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Nymph Fly-Tying Techniques
The subtitle "Over 1,000 color photos of techniques and pattern styles" lured me into buying this book from 2001.
125 pages at 10 UKÂ£ or about 16 USD used made it a no-brainer.
And the subtitle is true enough - of course - because the book has an enormous number of photos, and even though haven't counted, there is probably one thousand or even more.
But one thing is the number. My problem is the quality. Not the technical quality mind you, which is impeccable! The author Jim Shollmeyer is a skilful fly photographer whose photos in books and magazines must be in the hundred thousand range if not more. His colossal and widespread production vouches for the quality.
My problem is that they are boring.
My problem is that they are boring. They show in magnificent and clear detail what they are supposed to: tying steps and techniques. But shot in a completely identical setup with the background color being the only variation. Unfortunately changing from uniform red to uniform green to uniform blue does not get my heart rate up. And the images show the flies identically framed and in the same size and lit the same way. And they are all printed in the exact same size in the book, set in a very rigid layout grid.
Sure I like the clear and instructional style, but after the first 20-30 pages with no variation at all, it's already getting too much, and with 125 pages with no variation in lighting, fly size or angle it is simply too monotonous for my taste. I miss some large, creative pictures of the finished flies, the flies shot waterside, some of the materials or tools, tying environment or whatever could break the rhythm.
The book delivers on the other part of its promise: Techniques and Pattern Styles. That's exactly what it contains. The first 50 pages cover all thinkable fly tying techniques from starting the thread to whip finishing with your fingers as well as a tool.
After that follows about 75 pages of patterns divided into sections each covering a certain style or technique.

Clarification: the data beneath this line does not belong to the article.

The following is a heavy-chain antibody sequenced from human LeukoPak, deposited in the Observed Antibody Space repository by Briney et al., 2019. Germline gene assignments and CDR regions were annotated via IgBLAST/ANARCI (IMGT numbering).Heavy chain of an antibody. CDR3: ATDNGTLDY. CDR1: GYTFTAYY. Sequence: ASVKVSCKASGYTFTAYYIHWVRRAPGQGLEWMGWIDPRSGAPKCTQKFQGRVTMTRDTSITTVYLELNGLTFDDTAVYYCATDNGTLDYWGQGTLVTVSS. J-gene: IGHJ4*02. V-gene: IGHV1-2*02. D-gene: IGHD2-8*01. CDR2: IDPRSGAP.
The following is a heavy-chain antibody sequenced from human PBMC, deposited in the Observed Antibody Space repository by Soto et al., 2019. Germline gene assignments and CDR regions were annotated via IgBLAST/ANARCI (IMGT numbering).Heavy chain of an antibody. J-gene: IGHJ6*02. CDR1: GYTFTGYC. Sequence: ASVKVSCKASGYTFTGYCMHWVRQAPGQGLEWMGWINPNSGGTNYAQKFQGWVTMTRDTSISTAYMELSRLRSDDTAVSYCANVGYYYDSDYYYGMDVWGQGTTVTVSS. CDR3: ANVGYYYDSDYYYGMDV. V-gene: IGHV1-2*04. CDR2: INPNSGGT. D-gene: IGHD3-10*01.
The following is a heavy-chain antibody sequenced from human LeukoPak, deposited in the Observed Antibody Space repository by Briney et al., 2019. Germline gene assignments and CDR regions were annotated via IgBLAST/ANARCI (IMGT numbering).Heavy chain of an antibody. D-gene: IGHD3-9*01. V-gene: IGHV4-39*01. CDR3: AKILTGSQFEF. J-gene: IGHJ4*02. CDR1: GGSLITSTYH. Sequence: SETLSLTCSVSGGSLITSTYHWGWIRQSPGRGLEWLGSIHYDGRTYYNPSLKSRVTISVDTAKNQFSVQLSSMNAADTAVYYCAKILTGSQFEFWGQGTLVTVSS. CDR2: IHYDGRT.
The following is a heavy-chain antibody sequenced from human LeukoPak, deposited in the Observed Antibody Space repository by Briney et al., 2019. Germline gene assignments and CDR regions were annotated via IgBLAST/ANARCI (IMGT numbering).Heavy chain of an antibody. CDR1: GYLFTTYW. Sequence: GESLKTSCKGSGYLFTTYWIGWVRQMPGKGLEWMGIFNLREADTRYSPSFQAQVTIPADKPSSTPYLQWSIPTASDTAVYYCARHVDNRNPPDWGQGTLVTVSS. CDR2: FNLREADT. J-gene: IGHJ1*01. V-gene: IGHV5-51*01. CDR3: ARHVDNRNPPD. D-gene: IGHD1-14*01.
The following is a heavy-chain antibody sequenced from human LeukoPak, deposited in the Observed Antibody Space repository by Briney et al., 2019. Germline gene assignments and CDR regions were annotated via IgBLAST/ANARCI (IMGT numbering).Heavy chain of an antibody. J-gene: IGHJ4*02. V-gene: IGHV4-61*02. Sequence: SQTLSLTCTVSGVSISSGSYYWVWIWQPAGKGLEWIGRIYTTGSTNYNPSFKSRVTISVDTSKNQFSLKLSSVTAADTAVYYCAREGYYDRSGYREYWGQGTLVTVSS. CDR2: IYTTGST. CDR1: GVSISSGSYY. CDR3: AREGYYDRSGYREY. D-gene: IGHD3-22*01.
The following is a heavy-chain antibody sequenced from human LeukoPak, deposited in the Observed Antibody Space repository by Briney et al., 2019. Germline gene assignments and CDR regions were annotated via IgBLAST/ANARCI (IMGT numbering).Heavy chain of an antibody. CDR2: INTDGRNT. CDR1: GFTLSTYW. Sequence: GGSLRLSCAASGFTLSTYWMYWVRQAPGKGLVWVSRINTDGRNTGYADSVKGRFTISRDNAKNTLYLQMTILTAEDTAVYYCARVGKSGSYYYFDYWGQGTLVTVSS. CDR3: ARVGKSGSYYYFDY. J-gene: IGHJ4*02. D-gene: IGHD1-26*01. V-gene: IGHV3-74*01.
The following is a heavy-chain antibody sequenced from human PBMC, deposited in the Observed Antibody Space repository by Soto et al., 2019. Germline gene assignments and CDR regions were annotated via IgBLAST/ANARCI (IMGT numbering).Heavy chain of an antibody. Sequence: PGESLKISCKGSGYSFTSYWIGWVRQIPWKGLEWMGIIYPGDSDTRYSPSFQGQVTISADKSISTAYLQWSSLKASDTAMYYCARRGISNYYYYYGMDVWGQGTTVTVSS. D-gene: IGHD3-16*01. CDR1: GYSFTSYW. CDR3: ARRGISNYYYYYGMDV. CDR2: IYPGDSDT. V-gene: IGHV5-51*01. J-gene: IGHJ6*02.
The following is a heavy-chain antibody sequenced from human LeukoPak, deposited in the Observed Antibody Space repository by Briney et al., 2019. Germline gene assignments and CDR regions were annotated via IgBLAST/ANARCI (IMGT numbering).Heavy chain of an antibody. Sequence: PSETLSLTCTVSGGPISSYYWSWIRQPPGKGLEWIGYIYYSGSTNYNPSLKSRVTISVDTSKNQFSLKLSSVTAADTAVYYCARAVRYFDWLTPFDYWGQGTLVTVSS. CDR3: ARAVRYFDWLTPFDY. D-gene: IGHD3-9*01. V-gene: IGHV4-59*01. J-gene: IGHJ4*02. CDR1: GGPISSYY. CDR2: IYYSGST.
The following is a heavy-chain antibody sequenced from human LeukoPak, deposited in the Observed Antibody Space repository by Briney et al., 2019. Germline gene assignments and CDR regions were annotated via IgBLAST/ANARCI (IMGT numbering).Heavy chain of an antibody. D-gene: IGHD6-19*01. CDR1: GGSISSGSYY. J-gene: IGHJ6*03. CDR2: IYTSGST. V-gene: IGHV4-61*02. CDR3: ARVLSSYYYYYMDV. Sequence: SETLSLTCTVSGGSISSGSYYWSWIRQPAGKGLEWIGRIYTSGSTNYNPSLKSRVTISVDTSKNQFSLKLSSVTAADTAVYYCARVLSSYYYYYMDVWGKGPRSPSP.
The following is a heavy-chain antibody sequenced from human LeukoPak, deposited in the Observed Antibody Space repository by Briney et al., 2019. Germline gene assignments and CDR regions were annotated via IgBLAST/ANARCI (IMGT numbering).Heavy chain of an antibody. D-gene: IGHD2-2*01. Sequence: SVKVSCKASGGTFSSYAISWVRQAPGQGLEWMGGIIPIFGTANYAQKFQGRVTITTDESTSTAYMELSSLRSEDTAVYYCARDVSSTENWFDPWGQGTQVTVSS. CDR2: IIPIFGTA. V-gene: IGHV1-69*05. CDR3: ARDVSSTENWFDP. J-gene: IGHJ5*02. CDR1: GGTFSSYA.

Again I'm sorry to say that this doesn't match my taste in fly-tying books. Almost half of the book covers common techniques, teaching the reader how to do things, which are basic and universal to fly-tying.
Tying in tails, dubbing a body, making a hair hackle and much more.
Just a note to all fly-tying book authors: you do NOT need to tell us how to start the thread, whip finish, wrap a hackle or make a dubbed body unless you aim your book at absolute beginners. It's been covered so many times before, and you should rather concentrate of new and/or more advanced things. It's very unlikely that a tyer who buys a book specifically on nymphs cannot start or finish a thread.
You can find more advanced and "nymph specific" tying methods in this book like afterfeather mayfly gills, dubbing and brushing used to create a slimy larva look, La Fontaine's Sparkle Pupa technique and many more, but they hide themselves in a flurry of flies passing by at several per page.
If get a sense of "speed blindness" when reading the book. Like driving so fast in a car on a monotonous road that things blur a bit and you loose the ability to appreciate the details when they appear.
In spite of being an excellent book with a ton of very valuable information on tying nymphs, it simply doesn't strike any cords with me, and will not be one that I will consult very often - neither for patterns nor for techniques.
Beginning nymph tyers will very likely find it very useful, and as a basic nymph fly-tying book it will give you a lot for your money.